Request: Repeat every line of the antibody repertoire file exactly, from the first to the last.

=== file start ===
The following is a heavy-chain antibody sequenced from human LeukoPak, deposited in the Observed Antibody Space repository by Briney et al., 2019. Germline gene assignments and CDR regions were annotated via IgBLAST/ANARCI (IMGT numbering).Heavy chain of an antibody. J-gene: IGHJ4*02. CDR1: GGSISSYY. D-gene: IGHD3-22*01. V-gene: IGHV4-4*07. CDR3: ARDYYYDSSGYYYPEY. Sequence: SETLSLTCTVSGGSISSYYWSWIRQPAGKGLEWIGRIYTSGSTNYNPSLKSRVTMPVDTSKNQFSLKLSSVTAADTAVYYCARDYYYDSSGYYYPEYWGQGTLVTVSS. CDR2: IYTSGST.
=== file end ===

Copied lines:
The following is a heavy-chain antibody sequenced from human LeukoPak, deposited in the Observed Antibody Space repository by Briney et al., 2019. Germline gene assignments and CDR regions were annotated via IgBLAST/ANARCI (IMGT numbering).Heavy chain of an antibody. J-gene: IGHJ4*02. CDR1: GGSISSYY. D-gene: IGHD3-22*01. V-gene: IGHV4-4*07. CDR3: ARDYYYDSSGYYYPEY. Sequence: SETLSLTCTVSGGSISSYYWSWIRQPAGKGLEWIGRIYTSGSTNYNPSLKSRVTMPVDTSKNQFSLKLSSVTAADTAVYYCARDYYYDSSGYYYPEYWGQGTLVTVSS. CDR2: IYTSGST.